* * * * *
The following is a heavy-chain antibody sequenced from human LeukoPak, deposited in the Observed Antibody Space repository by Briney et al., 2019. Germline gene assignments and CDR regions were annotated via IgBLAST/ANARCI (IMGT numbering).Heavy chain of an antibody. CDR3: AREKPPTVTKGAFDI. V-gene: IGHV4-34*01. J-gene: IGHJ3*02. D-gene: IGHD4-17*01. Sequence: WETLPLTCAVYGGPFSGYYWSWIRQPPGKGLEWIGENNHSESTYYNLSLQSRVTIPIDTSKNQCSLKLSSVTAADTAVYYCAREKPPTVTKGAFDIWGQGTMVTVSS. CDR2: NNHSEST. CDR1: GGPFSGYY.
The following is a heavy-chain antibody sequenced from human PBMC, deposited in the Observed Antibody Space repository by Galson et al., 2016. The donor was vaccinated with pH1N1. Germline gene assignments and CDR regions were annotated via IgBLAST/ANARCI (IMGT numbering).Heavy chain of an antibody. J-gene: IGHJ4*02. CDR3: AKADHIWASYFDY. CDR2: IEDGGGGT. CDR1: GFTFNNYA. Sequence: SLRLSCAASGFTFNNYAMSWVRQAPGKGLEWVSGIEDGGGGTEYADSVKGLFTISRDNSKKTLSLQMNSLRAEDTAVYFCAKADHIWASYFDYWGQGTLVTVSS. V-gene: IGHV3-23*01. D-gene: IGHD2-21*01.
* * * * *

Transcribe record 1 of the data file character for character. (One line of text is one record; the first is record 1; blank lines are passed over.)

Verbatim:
The following is a heavy-chain antibody sequenced from human LeukoPak, deposited in the Observed Antibody Space repository by Briney et al., 2019. Germline gene assignments and CDR regions were annotated via IgBLAST/ANARCI (IMGT numbering).Heavy chain of an antibody. CDR3: AREKPPTVTKGAFDI. V-gene: IGHV4-34*01. J-gene: IGHJ3*02. D-gene: IGHD4-17*01. Sequence: WETLPLTCAVYGGPFSGYYWSWIRQPPGKGLEWIGENNHSESTYYNLSLQSRVTIPIDTSKNQCSLKLSSVTAADTAVYYCAREKPPTVTKGAFDIWGQGTMVTVSS. CDR2: NNHSEST. CDR1: GGPFSGYY.